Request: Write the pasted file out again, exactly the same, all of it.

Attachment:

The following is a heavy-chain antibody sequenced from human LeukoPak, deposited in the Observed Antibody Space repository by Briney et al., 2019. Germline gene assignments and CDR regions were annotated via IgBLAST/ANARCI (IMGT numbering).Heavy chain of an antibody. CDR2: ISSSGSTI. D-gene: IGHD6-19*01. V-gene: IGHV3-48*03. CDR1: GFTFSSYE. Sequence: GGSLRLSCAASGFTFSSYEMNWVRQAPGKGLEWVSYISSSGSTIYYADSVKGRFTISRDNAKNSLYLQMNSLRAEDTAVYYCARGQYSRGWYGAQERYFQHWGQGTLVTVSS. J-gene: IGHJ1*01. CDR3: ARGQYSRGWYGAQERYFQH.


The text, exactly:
The following is a heavy-chain antibody sequenced from human LeukoPak, deposited in the Observed Antibody Space repository by Briney et al., 2019. Germline gene assignments and CDR regions were annotated via IgBLAST/ANARCI (IMGT numbering).Heavy chain of an antibody. CDR2: ISSSGSTI. D-gene: IGHD6-19*01. V-gene: IGHV3-48*03. CDR1: GFTFSSYE. Sequence: GGSLRLSCAASGFTFSSYEMNWVRQAPGKGLEWVSYISSSGSTIYYADSVKGRFTISRDNAKNSLYLQMNSLRAEDTAVYYCARGQYSRGWYGAQERYFQHWGQGTLVTVSS. J-gene: IGHJ1*01. CDR3: ARGQYSRGWYGAQERYFQH.